In addition to the financial barriers of applying, there is also the difficulty of navigating the landscape without the necessary research and knowledge. If you know people who have applied to law school or have the time to read about all of the tricks of the application process, you get an edge on everyone else in your cycle. Lack of connections and resources—which are more likely to burden applicants of color—can hinder one’s acceptance rate. For example, most deadlines for law school applications are in March, but it is known in the law school admissions world that the earlier one applies, the better. The pool shrinks as time goes on, with offers diminishing the closer you get to the deadline. In the 2017-18 cycle, 43 percent of Black applicants were applying in March for much fewer spots, compared to 29 percent of White applicants.

All of this culminates in situations where Black law school applicants are shut out, such as in the 2016-17 cycle in which only 51 percent of Black applicants received an offer of admission, compared to the 79 percent of White applicants who matriculated that cycle.

Some groups across the country are attempting to surmount the barriers. For example, the University of Baltimore’s law school recruits Black undergraduates by educating Maryland students at historically Black colleges and universities about the application process, introducing them to attorneys, helping with LSAT studying, and awarding full-tuition scholarships. In California, the Legal Education Access Pipeline (LEAP) helps unprepared prospective law school applicants. First-generation, minority, LGBTQ+, and other underrepresented students can win a fellowship with LSAT prep, mentoring services, and application workshops.

Schools cling to the use of the LSAT as a predictor of law school success and bar passage, though the ability to study full time influences both factors. This leads to lower success rates for students that must work during the first year of law school or while studying for the bar exam. While one solution would be increased access to programs such as LEAP, some have also proposed a more holistic and inclusive review process. For example, a student with a lower LSAT and GPA who has had to work through college and is a first-generation student should not be rejected solely based on their numbers. As AccessLex director Aaron N. Taylor puts it, the current system of evaluating applicants numerically “rewards privilege under the guise of meritocracy.”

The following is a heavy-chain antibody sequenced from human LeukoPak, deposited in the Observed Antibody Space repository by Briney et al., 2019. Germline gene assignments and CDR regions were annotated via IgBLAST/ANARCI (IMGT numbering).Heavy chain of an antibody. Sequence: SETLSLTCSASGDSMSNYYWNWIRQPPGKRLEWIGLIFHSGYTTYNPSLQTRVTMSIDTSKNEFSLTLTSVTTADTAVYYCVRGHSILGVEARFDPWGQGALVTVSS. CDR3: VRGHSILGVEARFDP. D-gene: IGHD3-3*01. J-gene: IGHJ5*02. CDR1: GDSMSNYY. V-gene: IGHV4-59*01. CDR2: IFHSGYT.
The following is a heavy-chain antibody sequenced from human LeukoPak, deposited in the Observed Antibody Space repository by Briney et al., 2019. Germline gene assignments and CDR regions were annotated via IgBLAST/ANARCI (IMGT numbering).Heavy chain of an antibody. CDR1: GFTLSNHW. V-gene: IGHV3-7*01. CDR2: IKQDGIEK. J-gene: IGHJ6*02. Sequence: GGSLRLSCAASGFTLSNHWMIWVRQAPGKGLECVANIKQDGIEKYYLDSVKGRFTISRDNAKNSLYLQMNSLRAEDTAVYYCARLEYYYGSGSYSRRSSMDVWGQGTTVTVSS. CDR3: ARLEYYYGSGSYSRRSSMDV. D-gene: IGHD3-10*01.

The legal field remains one of the least diverse in the United States. 83 percent of those employed in a legal profession and 86 percent of lawyers are White. Like any profession serving the public, lawyers should provide as many perspectives as possible to best represent those they serve. Diversifying perspectives in a firm allows for issues to be thought about differently, benefiting those to whom they provide their services. 

Additionally, politicians are often former lawyers pushing for legislative changes. Law’s wealth and Whiteness contributes to systemic oppression. Namely, in many areas of the criminal justice system, race and poverty lead to disproportionately negative outcomes affecting Black and brown Americans, such as mass incarceration, drug laws, high bail, police impunity, and inadequate defense in trials for those who cannot afford it. The noble goal of lawyers should be to fight for equality and justice, reforming these issues and creating a more level playing field. Without diversity that represents different communities, explicit and implicit biases can be exacerbated and inhibit this goal.

Even still, if one makes it through the financial and systemic barriers to get into law school, graduate, and pass the bar, why would they choose a lower-paying public interest job such as public defense? Why would those who struggled to finance law school decide to take longer paying off their debt just to represent more diverse clients, and those struggling themselves?

Though it may seem like a niche issue, barriers to law school affect justice and power and should be recognized as such. For many individuals, starting a legal career is not only “hard,” but impossible.